The original St. Clair River Tunnel was completed in 1891 between the province of Ontario, Canada and the state of Michigan, USA. At that time the tunnel was the longest subaqueous tunnel in the world, built with the world’s largest tunnelling shields. In the late 1980s, CN Rail required higher tunnel clearances for double-stacked container traffic, so both new and enlarged tunnel alternatives were investigated. A new parallel tunnel, north of the existing tunnel, was chosen on the basis of engineering, environmental and socio-economic criteria.
The project presented unique challenges in planning, permitting, approval and implementation. An environmental impact report was prepared in accordance with both the requirements of Ontario province and MichiganState. Since the tunnel straddles the Canadian-US Border, review of 60-year old US legislation was required, which culminated in final approval signed by the US President. The new tunnel is 1844 m long with an internal finished diameter of approx. 8.2 m. The profile just cleared the shale bedrock. Excavation was carried out with an earth-pressure balanced Tunnel Boring Machine (TBM) through weak clay with 4.5 m shallow cover. The tunnel lining is one-pass bolted, gasketed concrete segments.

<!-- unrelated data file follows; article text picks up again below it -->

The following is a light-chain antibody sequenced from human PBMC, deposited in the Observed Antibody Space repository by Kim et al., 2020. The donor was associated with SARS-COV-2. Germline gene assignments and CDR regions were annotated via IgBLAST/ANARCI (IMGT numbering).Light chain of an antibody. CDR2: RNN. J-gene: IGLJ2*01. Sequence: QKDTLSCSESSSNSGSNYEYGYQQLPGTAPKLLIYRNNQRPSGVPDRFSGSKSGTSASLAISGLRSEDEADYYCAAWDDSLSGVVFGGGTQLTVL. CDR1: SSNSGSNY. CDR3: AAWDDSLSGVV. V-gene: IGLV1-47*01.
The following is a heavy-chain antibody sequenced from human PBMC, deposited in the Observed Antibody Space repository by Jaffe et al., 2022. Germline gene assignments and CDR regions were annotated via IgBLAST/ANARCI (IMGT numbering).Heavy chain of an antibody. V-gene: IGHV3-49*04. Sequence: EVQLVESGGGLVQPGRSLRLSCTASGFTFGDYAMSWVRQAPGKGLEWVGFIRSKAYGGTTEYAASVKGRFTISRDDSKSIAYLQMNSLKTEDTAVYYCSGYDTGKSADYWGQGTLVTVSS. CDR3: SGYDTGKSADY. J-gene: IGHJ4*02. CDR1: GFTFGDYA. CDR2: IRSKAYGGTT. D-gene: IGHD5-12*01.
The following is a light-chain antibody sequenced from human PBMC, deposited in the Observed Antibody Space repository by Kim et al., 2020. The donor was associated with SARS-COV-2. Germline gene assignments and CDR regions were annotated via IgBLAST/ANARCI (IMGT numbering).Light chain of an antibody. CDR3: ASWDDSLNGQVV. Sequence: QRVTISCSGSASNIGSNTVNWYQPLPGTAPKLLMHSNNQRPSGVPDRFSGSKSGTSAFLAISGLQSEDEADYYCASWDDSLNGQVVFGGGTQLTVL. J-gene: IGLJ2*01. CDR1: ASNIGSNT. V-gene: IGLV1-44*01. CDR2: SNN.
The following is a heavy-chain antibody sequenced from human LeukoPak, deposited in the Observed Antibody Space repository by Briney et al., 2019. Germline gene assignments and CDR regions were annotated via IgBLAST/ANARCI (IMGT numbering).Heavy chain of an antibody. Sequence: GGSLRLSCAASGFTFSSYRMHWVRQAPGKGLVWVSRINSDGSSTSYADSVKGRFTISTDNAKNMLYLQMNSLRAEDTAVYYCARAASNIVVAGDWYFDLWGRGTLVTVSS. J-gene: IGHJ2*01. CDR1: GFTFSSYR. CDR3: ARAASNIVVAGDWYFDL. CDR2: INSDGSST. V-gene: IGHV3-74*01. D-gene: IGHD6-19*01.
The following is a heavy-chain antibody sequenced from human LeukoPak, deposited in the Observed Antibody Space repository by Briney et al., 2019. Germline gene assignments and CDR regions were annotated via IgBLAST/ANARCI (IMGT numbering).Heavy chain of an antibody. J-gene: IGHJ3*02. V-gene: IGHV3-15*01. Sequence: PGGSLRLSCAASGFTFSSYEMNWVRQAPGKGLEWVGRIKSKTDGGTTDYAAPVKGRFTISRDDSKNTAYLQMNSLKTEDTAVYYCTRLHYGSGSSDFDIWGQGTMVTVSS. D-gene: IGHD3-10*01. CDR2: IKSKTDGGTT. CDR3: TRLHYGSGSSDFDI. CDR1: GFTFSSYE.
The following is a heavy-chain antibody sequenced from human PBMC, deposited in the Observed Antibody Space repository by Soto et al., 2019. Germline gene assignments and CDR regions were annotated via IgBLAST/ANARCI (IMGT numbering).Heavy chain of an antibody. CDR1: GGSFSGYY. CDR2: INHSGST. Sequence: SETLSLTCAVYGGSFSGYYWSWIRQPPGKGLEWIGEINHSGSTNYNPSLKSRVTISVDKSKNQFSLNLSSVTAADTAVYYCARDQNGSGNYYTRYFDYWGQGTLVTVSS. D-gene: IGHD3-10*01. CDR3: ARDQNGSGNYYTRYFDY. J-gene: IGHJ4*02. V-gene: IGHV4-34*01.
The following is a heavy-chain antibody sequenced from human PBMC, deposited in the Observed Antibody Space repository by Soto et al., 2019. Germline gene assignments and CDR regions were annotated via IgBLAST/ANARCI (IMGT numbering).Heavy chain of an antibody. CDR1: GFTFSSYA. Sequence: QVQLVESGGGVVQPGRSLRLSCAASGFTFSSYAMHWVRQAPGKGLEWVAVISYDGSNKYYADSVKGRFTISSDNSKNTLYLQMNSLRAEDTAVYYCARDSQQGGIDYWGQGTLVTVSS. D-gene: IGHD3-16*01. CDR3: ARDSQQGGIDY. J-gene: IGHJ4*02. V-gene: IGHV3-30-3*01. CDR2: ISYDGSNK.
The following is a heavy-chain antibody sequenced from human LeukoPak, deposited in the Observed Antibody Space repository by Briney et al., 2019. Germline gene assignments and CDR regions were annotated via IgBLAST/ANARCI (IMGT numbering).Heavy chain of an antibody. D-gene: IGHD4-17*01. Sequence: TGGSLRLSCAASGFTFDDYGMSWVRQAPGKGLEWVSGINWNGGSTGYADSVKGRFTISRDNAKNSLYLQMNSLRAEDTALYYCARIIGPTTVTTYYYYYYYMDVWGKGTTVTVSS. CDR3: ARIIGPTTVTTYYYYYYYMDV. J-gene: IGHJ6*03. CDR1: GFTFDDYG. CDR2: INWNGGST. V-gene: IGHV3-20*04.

In order to fast-track implementation, a “negotiated compressed process” (NCP) was developed by Klohn Crippen to achieve the target completion date. NCP simulated acquisition of items that would apply had the contractor procured these items directly. It provided the client with the advantages and cost control of competitive bidding and simultaneously with innovative designs and construction methodologies. Consequently the project schedule was compressed, and the tunnel boring machine, tunnel liner segments and other critical items were procured before completion of the final design and award of the contract.
- Feasibility studies
- Geotechnical and geological review
- Permitting and environmental approvals
- Preliminary engineering assessment of TBM
- Construction scheduling & planning